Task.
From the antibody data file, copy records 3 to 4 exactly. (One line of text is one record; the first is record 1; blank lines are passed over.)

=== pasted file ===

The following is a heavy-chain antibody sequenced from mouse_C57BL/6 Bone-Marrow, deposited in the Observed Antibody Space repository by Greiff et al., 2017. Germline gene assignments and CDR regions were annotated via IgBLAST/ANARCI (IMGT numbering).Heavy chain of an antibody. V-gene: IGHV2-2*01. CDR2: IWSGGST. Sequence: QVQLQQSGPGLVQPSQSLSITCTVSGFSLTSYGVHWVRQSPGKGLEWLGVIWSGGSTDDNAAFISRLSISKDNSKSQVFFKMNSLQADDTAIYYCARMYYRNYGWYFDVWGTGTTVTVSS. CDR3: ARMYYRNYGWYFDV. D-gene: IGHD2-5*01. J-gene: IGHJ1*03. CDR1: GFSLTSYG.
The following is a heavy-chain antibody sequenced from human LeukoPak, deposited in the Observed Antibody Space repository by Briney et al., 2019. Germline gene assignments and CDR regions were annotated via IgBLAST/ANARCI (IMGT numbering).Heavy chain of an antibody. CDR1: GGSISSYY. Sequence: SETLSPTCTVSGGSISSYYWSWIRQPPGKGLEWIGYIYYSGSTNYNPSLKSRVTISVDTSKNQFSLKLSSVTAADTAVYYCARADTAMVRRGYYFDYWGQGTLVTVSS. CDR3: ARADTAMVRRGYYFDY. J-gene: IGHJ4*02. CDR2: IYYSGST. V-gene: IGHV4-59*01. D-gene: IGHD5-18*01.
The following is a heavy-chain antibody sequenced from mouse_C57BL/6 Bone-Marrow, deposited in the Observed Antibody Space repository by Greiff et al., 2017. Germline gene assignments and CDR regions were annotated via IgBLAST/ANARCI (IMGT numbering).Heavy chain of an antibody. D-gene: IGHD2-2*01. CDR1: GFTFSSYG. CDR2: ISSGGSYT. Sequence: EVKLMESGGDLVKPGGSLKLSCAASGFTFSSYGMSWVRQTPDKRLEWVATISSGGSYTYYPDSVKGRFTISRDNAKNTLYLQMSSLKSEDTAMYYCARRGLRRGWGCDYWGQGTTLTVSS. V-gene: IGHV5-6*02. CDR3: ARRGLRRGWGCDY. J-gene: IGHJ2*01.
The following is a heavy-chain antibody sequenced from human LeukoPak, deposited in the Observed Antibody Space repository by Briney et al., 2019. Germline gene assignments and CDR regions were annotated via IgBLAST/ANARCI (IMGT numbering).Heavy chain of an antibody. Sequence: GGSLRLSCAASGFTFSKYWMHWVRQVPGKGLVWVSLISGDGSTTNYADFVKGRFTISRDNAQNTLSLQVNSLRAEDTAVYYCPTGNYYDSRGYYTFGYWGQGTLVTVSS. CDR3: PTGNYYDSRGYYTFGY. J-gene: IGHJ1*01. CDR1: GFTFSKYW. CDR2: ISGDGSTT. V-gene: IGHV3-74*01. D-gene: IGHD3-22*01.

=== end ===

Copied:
The following is a heavy-chain antibody sequenced from mouse_C57BL/6 Bone-Marrow, deposited in the Observed Antibody Space repository by Greiff et al., 2017. Germline gene assignments and CDR regions were annotated via IgBLAST/ANARCI (IMGT numbering).Heavy chain of an antibody. D-gene: IGHD2-2*01. CDR1: GFTFSSYG. CDR2: ISSGGSYT. Sequence: EVKLMESGGDLVKPGGSLKLSCAASGFTFSSYGMSWVRQTPDKRLEWVATISSGGSYTYYPDSVKGRFTISRDNAKNTLYLQMSSLKSEDTAMYYCARRGLRRGWGCDYWGQGTTLTVSS. V-gene: IGHV5-6*02. CDR3: ARRGLRRGWGCDY. J-gene: IGHJ2*01.
The following is a heavy-chain antibody sequenced from human LeukoPak, deposited in the Observed Antibody Space repository by Briney et al., 2019. Germline gene assignments and CDR regions were annotated via IgBLAST/ANARCI (IMGT numbering).Heavy chain of an antibody. Sequence: GGSLRLSCAASGFTFSKYWMHWVRQVPGKGLVWVSLISGDGSTTNYADFVKGRFTISRDNAQNTLSLQVNSLRAEDTAVYYCPTGNYYDSRGYYTFGYWGQGTLVTVSS. CDR3: PTGNYYDSRGYYTFGY. J-gene: IGHJ1*01. CDR1: GFTFSKYW. CDR2: ISGDGSTT. V-gene: IGHV3-74*01. D-gene: IGHD3-22*01.